7). Delete the R-Word from your vocabulary. I’m serious. Promise never to use the word Rejection again. You’d think as people who take care with words we’d find a better way to describe the phenomenon of an agent/editor deciding not to devote their time, energy and emotions/money to the book we sent them. The R-Word comes with too many connotations. As much as I can see the analogy between publishing and dating, rejection is not an easy word to feel neutral about, let alone positive. It’s also too personal. A pass from a gatekeeper is about the text and them, not about us as writers/people and them. Instead, I offer you the more neutral suggestion of a project simply being ‘passed on’ – that’s all it is. It simply wasn’t a fit this time around.
sometimes the fault lies with the stars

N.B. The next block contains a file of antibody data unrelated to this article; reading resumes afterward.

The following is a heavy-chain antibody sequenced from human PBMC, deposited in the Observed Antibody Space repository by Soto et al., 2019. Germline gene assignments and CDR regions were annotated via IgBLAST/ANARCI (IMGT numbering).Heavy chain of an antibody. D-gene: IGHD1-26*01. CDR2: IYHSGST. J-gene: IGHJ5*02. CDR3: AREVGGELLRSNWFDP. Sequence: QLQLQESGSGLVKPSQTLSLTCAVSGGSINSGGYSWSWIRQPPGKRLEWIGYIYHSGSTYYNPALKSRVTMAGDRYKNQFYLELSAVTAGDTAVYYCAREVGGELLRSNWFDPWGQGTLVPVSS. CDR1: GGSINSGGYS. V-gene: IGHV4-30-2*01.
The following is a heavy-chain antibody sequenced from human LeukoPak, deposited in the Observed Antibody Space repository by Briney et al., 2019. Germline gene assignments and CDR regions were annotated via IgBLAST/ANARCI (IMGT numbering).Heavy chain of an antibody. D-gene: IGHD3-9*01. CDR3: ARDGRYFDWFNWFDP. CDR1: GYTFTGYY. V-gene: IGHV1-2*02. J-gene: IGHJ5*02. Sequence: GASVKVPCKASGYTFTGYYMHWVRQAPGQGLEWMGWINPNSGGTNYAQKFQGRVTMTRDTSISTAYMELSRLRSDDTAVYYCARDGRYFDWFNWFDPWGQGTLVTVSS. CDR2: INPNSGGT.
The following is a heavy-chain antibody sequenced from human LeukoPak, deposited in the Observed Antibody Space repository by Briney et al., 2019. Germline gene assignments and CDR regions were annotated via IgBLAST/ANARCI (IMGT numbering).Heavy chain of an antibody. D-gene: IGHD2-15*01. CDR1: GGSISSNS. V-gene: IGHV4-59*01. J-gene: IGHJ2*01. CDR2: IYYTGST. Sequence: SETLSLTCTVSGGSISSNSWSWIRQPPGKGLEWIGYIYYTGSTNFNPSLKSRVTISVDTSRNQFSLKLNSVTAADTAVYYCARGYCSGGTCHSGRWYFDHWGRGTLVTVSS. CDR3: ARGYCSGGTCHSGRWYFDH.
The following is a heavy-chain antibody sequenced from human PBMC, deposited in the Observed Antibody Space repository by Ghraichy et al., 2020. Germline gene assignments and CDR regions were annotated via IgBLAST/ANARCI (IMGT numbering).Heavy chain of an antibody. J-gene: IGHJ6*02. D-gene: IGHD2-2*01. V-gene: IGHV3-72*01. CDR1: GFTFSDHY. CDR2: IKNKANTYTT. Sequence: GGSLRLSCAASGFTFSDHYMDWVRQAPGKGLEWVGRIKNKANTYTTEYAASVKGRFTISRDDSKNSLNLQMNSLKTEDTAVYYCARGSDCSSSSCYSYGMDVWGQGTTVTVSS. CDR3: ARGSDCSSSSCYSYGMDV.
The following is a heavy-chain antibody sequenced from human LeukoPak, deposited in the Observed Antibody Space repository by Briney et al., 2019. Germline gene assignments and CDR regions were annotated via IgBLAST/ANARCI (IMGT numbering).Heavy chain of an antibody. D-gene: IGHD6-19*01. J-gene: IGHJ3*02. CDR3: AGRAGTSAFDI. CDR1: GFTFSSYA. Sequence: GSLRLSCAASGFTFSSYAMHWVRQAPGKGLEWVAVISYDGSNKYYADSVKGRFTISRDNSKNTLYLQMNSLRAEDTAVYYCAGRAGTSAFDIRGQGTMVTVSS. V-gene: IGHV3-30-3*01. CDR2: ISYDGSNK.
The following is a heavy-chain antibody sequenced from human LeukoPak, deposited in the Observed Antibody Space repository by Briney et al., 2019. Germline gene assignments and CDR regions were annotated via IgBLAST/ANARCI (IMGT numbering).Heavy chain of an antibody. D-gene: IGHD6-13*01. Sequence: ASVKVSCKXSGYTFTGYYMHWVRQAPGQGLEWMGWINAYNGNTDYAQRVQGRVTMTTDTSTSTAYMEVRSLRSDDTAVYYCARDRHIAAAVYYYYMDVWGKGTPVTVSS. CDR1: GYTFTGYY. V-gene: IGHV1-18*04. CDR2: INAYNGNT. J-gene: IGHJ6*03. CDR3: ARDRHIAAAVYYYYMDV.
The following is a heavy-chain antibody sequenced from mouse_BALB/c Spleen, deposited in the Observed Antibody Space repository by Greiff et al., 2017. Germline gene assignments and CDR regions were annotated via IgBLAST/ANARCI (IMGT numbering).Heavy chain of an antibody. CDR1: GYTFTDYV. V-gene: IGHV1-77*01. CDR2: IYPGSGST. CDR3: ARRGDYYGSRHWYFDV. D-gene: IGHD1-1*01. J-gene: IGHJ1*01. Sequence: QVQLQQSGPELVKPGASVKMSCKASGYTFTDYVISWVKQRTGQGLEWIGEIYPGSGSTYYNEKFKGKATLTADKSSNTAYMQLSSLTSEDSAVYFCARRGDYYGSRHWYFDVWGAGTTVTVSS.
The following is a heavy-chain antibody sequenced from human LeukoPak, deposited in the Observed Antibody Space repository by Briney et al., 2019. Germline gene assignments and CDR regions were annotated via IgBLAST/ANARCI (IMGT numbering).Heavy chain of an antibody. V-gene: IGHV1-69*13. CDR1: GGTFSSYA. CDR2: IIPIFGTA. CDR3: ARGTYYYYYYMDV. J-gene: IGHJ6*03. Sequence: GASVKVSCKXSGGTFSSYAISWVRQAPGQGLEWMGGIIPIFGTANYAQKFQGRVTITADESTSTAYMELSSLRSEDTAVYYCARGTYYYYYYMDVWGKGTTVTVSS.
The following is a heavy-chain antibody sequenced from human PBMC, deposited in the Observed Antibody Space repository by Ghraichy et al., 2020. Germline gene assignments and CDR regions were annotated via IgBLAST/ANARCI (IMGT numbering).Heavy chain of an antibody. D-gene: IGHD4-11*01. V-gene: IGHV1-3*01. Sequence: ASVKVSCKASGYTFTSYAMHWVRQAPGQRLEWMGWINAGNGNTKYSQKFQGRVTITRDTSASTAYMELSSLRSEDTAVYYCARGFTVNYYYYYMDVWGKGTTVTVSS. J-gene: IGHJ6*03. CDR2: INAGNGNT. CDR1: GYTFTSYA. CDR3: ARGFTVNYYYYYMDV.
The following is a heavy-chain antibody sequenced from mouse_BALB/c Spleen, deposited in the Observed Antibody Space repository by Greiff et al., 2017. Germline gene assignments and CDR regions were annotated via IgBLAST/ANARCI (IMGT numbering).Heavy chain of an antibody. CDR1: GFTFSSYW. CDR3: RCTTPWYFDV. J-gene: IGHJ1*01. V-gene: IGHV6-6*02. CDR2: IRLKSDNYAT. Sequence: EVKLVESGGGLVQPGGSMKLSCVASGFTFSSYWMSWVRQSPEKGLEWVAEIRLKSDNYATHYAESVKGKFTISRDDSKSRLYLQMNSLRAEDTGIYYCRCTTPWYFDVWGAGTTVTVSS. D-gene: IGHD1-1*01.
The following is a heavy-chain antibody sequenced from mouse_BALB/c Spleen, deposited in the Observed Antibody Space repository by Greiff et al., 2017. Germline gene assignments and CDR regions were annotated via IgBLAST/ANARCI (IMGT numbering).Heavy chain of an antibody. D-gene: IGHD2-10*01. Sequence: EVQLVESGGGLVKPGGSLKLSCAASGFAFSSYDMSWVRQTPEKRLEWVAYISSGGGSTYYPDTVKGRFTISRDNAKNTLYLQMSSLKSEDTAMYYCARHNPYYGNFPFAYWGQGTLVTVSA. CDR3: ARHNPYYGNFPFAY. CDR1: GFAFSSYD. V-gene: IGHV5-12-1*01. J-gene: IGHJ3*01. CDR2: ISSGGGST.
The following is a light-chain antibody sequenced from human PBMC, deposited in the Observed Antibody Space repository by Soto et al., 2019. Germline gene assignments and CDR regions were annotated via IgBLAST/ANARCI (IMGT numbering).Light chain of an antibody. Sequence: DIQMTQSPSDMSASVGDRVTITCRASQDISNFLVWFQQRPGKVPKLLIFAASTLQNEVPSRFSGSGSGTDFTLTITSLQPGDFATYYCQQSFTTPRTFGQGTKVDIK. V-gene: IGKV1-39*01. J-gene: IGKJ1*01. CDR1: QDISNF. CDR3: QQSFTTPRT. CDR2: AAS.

8). What was that about feeling positive about being passed on? Impossible, right? Like duelling scars in Bismark’s Prussia, I regard each pass is a BADGE OF HONOUR. It’s a rite of passage. Let’s face it, few, if any, writers get away without a single agent or editor passing on one of their books at some point. If it was all right for J.K. Rowling or William Golding to have had work turned down then I see it as a personal Badges of Honour to have at least had the courage to send my best work out and see how it fared. Somewhere inscribed on these imaginary badges are the words Perseverance vincit (Perseverance conquers). Each Badge of Honour is a personal invite to try again as Samuel Beckett wrote: “Ever tried. Ever failed. No matter. Try Again. Fail again. Fail better.”

J.K. never gave up on Harry

9). Stagger your submissions and plan for the long haul. This is just practical planning really. Draw up a list of all the agents who represent the work you’re sending out and draw up a list of potential editors too. As an agent advised at a SCBWI Agent’s Party a while back, if you apply to editors and they all pass on your project then there’s nothing an agent can do for you – the well of opportunity is dry. However, if all the agents pass on your book then there’s a whole load of editors to approach.